NSA must end bulk data collection even as Senate moves ahead on bill

Updated 5:05 PM EDT, Mon June 1, 2015
rand paul patriot act deadline_00024229.jpg
rand paul patriot act deadline_00024229.jpg
Now playing
05:04
Paul: 'The right to be left alone is the most prized'
Wife of NSA contractor
CNN
Wife of NSA contractor
Now playing
02:20
Wife of charged NSA contractor speaks
Hal Martin
From Linkedin
Hal Martin
Now playing
02:10
NSA contractor charged with stealing classified intel
Getty Images
Now playing
02:00
How intelligence briefings for Clinton, Trump will work
Russian President Vladimir Putin visits a polling station during parliamentary elections in Moscow on September 18, 2016. / AFP / POOL / GRIGORY DUKOR        (Photo credit should read GRIGORY DUKOR/AFP/Getty Images)
AFP/AFP/AFP/Getty Images
Russian President Vladimir Putin visits a polling station during parliamentary elections in Moscow on September 18, 2016. / AFP / POOL / GRIGORY DUKOR (Photo credit should read GRIGORY DUKOR/AFP/Getty Images)
Now playing
02:15
Is hacking group tied to Russian intelligence?
erin dnt labott us diplomat robin raphel investigation _00000509.jpg
erin dnt labott us diplomat robin raphel investigation _00000509.jpg
Now playing
02:33
Is this U.S. diplomat actually a spy?
Now playing
01:45
Senate passes bill to reform NSA programs
Fort Meade, UNITED STATES:  The logo of the National Security Agency (NSA) hangs at the Threat Operations Center inside the NSA in the Washington suburb of Fort Meade, Maryland, 25 January 2006. US President George W. Bush delivered a speech behind closed doors and met with employees in advance of Senate hearings on the much-criticized domestic surveillance.   AFP PHOTO/Paul J. RICHARDS  (Photo credit should read PAUL J. RICHARDS/AFP/Getty Images)
PAUL J. RICHARDS/AFP/Getty Images/File
Fort Meade, UNITED STATES: The logo of the National Security Agency (NSA) hangs at the Threat Operations Center inside the NSA in the Washington suburb of Fort Meade, Maryland, 25 January 2006. US President George W. Bush delivered a speech behind closed doors and met with employees in advance of Senate hearings on the much-criticized domestic surveillance. AFP PHOTO/Paul J. RICHARDS (Photo credit should read PAUL J. RICHARDS/AFP/Getty Images)
Now playing
03:28
White House slams Senate over lapse in spy measures
Alex Wong/Getty Images
Now playing
05:26
NSA stops collecting your phone data ... for now
Fort Meade, UNITED STATES: (FILES): This 25 January 2006 file photo shows the National Security Agency (NSA) in the Washington suburb of Fort Meade, Maryland, where US President George W. Bush delivered a speech behind closed doors and met with employees in advance of Senate hearings on the much-criticized domestic surveillance. The US National Security Agency has assembled the world's largest database of telephone records tracking the phone calls of tens of millions of AT and T, Verizon and BellSouth customers, sources familiar with the program told USA Today. In an article published 11 May 2006, the daily said the NSA launched the secret program in 2001, shortly after the 11 September 2001 attacks, to analyze calling patterns in a bid to detect terrorist activity. AFP PHOTO/FILES/Paul J. RICHARDS (Photo credit should read PAUL J. RICHARDS/AFP/Getty Images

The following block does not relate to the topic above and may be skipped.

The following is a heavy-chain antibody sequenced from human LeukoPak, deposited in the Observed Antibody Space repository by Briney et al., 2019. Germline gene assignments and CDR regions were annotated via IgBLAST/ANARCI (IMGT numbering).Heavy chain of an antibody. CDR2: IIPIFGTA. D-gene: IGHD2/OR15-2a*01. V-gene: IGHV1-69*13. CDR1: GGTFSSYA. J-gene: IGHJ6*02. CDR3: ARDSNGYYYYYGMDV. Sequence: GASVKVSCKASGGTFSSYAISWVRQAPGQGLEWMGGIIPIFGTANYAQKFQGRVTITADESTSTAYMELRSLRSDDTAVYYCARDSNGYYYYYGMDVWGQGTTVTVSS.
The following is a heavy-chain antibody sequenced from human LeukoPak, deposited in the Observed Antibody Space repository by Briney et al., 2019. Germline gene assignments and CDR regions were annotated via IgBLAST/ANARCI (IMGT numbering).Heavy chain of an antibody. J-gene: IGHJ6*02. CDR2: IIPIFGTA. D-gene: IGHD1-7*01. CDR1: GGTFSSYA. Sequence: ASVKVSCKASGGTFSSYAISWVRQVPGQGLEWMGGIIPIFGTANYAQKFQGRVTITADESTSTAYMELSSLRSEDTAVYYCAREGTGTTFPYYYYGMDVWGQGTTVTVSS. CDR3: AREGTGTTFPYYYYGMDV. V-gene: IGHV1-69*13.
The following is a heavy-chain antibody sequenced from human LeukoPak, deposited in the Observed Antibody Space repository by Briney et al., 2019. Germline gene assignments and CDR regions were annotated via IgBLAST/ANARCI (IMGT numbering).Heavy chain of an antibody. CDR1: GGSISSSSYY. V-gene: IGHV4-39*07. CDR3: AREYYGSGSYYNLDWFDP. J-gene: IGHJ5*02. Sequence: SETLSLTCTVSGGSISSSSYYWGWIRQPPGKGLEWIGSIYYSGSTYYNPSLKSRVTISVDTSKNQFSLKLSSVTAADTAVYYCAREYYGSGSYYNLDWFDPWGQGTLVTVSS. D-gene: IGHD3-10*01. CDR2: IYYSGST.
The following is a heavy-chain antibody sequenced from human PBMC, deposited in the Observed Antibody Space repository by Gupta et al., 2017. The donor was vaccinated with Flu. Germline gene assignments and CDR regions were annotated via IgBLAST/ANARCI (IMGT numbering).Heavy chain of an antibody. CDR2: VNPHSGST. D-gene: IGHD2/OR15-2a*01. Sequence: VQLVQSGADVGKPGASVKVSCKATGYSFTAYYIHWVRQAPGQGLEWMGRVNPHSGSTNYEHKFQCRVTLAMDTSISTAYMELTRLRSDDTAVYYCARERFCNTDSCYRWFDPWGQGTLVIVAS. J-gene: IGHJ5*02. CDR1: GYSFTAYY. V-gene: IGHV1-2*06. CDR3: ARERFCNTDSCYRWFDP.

PAUL J. RICHARDS/AFP/Getty Images/File
Fort Meade, UNITED STATES: (FILES): This 25 January 2006 file photo shows the National Security Agency (NSA) in the Washington suburb of Fort Meade, Maryland, where US President George W. Bush delivered a speech behind closed doors and met with employees in advance of Senate hearings on the much-criticized domestic surveillance. The US National Security Agency has assembled the world's largest database of telephone records tracking the phone calls of tens of millions of AT and T, Verizon and BellSouth customers, sources familiar with the program told USA Today. In an article published 11 May 2006, the daily said the NSA launched the secret program in 2001, shortly after the 11 September 2001 attacks, to analyze calling patterns in a bid to detect terrorist activity. AFP PHOTO/FILES/Paul J. RICHARDS (Photo credit should read PAUL J. RICHARDS/AFP/Getty Images
Now playing
01:41
Federal court: NSA data collection is illegal
Now playing
01:19
The one issue millennials will vote for

Story highlights

The Senate voted 77-17 on Sunday night to cue up a vote on the USA Freedom Act

The government will stop collecting telephone metadata on millions of Americans after midnight

Washington CNN —  

The government will stop collecting telephone metadata on millions of Americans after midnight Sunday, even after the Senate approved a key procedural motion to vote on a bill to reform that program.

The Senate entered a debate period late Sunday that will push beyond the midnight deadline, effectively ending the National Security Agency’s bulk data collection program since it was first approved in 2006. That’s when the government first used the post-9/11 passed Patriot Act as the legal basis for the information collecting program.